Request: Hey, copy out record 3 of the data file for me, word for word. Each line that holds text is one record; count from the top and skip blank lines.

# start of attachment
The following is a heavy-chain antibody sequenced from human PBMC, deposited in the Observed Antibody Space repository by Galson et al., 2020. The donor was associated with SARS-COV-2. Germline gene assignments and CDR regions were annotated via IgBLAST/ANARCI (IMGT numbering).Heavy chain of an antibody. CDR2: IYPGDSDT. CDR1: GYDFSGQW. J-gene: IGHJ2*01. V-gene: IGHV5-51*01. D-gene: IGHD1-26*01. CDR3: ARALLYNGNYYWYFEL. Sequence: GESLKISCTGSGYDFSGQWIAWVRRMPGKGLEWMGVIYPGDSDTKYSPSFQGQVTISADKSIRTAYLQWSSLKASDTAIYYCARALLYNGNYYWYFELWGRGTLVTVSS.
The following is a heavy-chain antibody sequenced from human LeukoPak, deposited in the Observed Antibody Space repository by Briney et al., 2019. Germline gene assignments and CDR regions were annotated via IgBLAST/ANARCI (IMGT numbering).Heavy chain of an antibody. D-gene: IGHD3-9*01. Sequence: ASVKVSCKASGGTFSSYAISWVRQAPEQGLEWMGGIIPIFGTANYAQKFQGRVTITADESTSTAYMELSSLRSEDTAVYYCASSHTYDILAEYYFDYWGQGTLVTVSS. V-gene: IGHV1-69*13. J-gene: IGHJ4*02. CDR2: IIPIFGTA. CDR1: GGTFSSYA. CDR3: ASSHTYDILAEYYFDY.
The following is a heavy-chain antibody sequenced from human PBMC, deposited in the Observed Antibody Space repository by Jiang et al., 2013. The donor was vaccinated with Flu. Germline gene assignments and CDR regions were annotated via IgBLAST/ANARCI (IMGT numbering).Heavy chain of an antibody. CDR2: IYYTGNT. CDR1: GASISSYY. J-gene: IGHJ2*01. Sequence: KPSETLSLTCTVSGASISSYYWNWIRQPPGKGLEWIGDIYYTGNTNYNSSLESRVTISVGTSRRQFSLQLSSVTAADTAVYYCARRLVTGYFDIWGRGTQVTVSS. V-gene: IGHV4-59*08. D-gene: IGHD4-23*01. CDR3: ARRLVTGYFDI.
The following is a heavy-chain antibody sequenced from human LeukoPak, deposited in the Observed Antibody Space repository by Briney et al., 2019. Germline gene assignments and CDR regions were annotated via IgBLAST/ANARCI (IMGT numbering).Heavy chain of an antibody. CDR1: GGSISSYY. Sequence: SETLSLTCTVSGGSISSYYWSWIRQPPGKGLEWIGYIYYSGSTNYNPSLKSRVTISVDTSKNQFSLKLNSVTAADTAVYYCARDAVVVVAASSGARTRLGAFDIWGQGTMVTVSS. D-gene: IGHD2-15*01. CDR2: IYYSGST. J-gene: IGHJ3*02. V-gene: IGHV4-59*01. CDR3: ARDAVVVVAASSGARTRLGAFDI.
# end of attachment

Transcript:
The following is a heavy-chain antibody sequenced from human PBMC, deposited in the Observed Antibody Space repository by Jiang et al., 2013. The donor was vaccinated with Flu. Germline gene assignments and CDR regions were annotated via IgBLAST/ANARCI (IMGT numbering).Heavy chain of an antibody. CDR2: IYYTGNT. CDR1: GASISSYY. J-gene: IGHJ2*01. Sequence: KPSETLSLTCTVSGASISSYYWNWIRQPPGKGLEWIGDIYYTGNTNYNSSLESRVTISVGTSRRQFSLQLSSVTAADTAVYYCARRLVTGYFDIWGRGTQVTVSS. V-gene: IGHV4-59*08. D-gene: IGHD4-23*01. CDR3: ARRLVTGYFDI.